Socky’s perceived courage or ‘no choice but to listen to her master’ in going through a mastectomy at such a late age is nothing short but inspiring. On the day of her booked surgery, she hid under the car and did not want to come out to go to the vet. She has never done this before! Dogs are such intuitive and clever creatures! How did she know that she was going for a surgery that she may not have survived! Given only a 50-50 chance and with a diagnosed weak heart, the odds were definitely stacked against her. Yet she survived and recovered so well with the surgery only a few months ago! So much that people even commented that she looked like she was ‘aging backwards’. Now you can imagine our further shock with her departure as we thought she had a few more good years in after the surgery, although we did notice sudden lapses in breathing of late but just shrugged it off.
Another consideration is faith in the unseen. Together with Socky, we could not predict the outcome of her surgery and as much as she did not want to go for it, she grudgingly moved from disobedience to obedience although with much coaxing from her master. That could be true also in what God may be calling us and leading us to at times. We may stubbornly resist His prompting and at times His Word outright yet He is gracious and persistent to get our attention because He loves us. Although He has His limit too and we must be aware of this.
I am perplexed at myself of how a friendship with a dog who sometimes was more annoying than obedient has affected me. But I end here, prioritizing gratefulness above all things, grateful that this dog chose to share herself with my family and I this past 14 years of human life. We have not been the best of masters in our sometimes neglect of her but she has been the best of what a dog could be to any human being, a friend. With that, my thoughts turn again to God Our Father, the One who loves and cares for us like no One does. I have no intention to belittle theology or to even draw parallels between human-animal relationship with human-human and even human-God relationship. I am just sharing some of my personal thoughts and experiences as a way for me to grieve well and maybe, just maybe also, to tell you about a God who came down as a baby as we recently celebrated Christmas and died for you and me and resurrected showing us a love that is incomparable.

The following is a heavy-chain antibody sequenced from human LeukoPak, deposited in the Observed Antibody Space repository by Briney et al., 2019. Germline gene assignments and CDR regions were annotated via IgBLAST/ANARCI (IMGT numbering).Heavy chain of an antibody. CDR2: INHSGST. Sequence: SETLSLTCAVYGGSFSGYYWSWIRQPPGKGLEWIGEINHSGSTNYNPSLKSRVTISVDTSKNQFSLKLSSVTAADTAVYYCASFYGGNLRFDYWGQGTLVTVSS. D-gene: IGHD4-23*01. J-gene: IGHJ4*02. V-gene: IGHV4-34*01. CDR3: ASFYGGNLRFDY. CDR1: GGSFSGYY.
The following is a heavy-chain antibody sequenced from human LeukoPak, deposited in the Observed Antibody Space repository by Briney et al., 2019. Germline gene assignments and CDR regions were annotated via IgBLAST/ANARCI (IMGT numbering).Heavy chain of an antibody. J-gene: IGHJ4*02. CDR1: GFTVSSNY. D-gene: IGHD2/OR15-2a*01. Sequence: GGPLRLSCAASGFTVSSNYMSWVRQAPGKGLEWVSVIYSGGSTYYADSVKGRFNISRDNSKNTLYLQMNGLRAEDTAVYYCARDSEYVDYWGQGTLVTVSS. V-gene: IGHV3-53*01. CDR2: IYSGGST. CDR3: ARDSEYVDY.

I think about Socky as a dog but as I reflect now, I think about her as also created by God. I think about God’s glory in His creation, His invisible qualities – his eternal power and divine nature and I am compelled again to give thanks and worship Him.
I do not think myself or my family would be getting another dog anytime soon (having Socky in our lives wasn’t planned as well! Mind you, she is not even of any pure bred like the retrievers and so forth), but having a dog does teach us some truths about human-human and human-God relationship and that is certainly something to consider one day if you can stomach the ensuing heartache when he/she leaves.
The call to live by faith grows louder with each day passed. As we begin 2020 and move that one day closer to Jesus’ coming again, I am taking this time to find ways to slowly ‘let go’ of a dear friend in Socky. For now, I have to guard my weak heart to not be so stuck in this season of grief but to draw a little bit of courage from Socky’s example and to keep on keeping on until the True Master returns one day.